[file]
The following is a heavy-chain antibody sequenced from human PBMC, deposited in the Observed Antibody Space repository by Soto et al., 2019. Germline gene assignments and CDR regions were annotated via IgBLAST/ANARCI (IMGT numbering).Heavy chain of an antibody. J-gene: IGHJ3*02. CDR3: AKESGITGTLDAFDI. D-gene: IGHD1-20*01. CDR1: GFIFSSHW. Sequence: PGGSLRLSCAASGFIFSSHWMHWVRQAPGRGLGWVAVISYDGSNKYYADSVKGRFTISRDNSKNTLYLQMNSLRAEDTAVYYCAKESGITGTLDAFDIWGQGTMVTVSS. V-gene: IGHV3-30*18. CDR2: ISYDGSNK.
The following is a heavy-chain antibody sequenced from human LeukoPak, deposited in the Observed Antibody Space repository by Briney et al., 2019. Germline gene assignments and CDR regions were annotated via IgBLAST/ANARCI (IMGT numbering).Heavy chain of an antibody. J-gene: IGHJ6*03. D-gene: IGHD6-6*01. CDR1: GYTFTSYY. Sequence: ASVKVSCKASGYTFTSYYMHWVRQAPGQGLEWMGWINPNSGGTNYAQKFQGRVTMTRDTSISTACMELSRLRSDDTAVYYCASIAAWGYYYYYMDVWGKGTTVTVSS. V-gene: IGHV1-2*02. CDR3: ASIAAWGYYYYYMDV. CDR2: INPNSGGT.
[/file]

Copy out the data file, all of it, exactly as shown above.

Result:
The following is a heavy-chain antibody sequenced from human PBMC, deposited in the Observed Antibody Space repository by Soto et al., 2019. Germline gene assignments and CDR regions were annotated via IgBLAST/ANARCI (IMGT numbering).Heavy chain of an antibody. J-gene: IGHJ3*02. CDR3: AKESGITGTLDAFDI. D-gene: IGHD1-20*01. CDR1: GFIFSSHW. Sequence: PGGSLRLSCAASGFIFSSHWMHWVRQAPGRGLGWVAVISYDGSNKYYADSVKGRFTISRDNSKNTLYLQMNSLRAEDTAVYYCAKESGITGTLDAFDIWGQGTMVTVSS. V-gene: IGHV3-30*18. CDR2: ISYDGSNK.
The following is a heavy-chain antibody sequenced from human LeukoPak, deposited in the Observed Antibody Space repository by Briney et al., 2019. Germline gene assignments and CDR regions were annotated via IgBLAST/ANARCI (IMGT numbering).Heavy chain of an antibody. J-gene: IGHJ6*03. D-gene: IGHD6-6*01. CDR1: GYTFTSYY. Sequence: ASVKVSCKASGYTFTSYYMHWVRQAPGQGLEWMGWINPNSGGTNYAQKFQGRVTMTRDTSISTACMELSRLRSDDTAVYYCASIAAWGYYYYYMDVWGKGTTVTVSS. V-gene: IGHV1-2*02. CDR3: ASIAAWGYYYYYMDV. CDR2: INPNSGGT.